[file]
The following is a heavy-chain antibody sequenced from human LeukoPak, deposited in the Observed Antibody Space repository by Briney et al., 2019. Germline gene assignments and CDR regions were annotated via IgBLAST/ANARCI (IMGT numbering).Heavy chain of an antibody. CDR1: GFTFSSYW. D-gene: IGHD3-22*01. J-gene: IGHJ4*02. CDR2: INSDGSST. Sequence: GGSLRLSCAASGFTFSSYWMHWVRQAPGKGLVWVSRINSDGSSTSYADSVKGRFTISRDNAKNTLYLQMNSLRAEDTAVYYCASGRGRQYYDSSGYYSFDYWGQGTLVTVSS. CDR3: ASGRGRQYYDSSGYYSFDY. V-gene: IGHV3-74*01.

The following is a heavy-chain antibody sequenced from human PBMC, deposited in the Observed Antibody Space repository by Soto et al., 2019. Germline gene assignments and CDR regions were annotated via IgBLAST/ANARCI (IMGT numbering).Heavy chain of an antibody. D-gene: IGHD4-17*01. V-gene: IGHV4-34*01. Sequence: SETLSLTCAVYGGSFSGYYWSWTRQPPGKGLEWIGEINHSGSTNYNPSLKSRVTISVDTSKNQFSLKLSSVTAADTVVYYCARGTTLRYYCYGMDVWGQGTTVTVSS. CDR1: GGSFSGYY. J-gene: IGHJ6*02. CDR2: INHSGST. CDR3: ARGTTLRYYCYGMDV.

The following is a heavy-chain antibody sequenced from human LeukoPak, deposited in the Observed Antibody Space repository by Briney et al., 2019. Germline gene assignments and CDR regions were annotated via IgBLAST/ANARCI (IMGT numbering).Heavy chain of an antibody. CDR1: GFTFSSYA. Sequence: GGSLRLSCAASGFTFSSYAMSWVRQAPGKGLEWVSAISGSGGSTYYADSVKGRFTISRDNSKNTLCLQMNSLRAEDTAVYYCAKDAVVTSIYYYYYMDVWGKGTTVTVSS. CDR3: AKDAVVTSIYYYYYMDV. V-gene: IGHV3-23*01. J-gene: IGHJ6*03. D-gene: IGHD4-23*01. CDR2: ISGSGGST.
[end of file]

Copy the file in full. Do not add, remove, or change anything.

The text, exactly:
The following is a heavy-chain antibody sequenced from human LeukoPak, deposited in the Observed Antibody Space repository by Briney et al., 2019. Germline gene assignments and CDR regions were annotated via IgBLAST/ANARCI (IMGT numbering).Heavy chain of an antibody. CDR1: GFTFSSYW. D-gene: IGHD3-22*01. J-gene: IGHJ4*02. CDR2: INSDGSST. Sequence: GGSLRLSCAASGFTFSSYWMHWVRQAPGKGLVWVSRINSDGSSTSYADSVKGRFTISRDNAKNTLYLQMNSLRAEDTAVYYCASGRGRQYYDSSGYYSFDYWGQGTLVTVSS. CDR3: ASGRGRQYYDSSGYYSFDY. V-gene: IGHV3-74*01.

The following is a heavy-chain antibody sequenced from human PBMC, deposited in the Observed Antibody Space repository by Soto et al., 2019. Germline gene assignments and CDR regions were annotated via IgBLAST/ANARCI (IMGT numbering).Heavy chain of an antibody. D-gene: IGHD4-17*01. V-gene: IGHV4-34*01. Sequence: SETLSLTCAVYGGSFSGYYWSWTRQPPGKGLEWIGEINHSGSTNYNPSLKSRVTISVDTSKNQFSLKLSSVTAADTVVYYCARGTTLRYYCYGMDVWGQGTTVTVSS. CDR1: GGSFSGYY. J-gene: IGHJ6*02. CDR2: INHSGST. CDR3: ARGTTLRYYCYGMDV.

The following is a heavy-chain antibody sequenced from human LeukoPak, deposited in the Observed Antibody Space repository by Briney et al., 2019. Germline gene assignments and CDR regions were annotated via IgBLAST/ANARCI (IMGT numbering).Heavy chain of an antibody. CDR1: GFTFSSYA. Sequence: GGSLRLSCAASGFTFSSYAMSWVRQAPGKGLEWVSAISGSGGSTYYADSVKGRFTISRDNSKNTLCLQMNSLRAEDTAVYYCAKDAVVTSIYYYYYMDVWGKGTTVTVSS. CDR3: AKDAVVTSIYYYYYMDV. V-gene: IGHV3-23*01. J-gene: IGHJ6*03. D-gene: IGHD4-23*01. CDR2: ISGSGGST.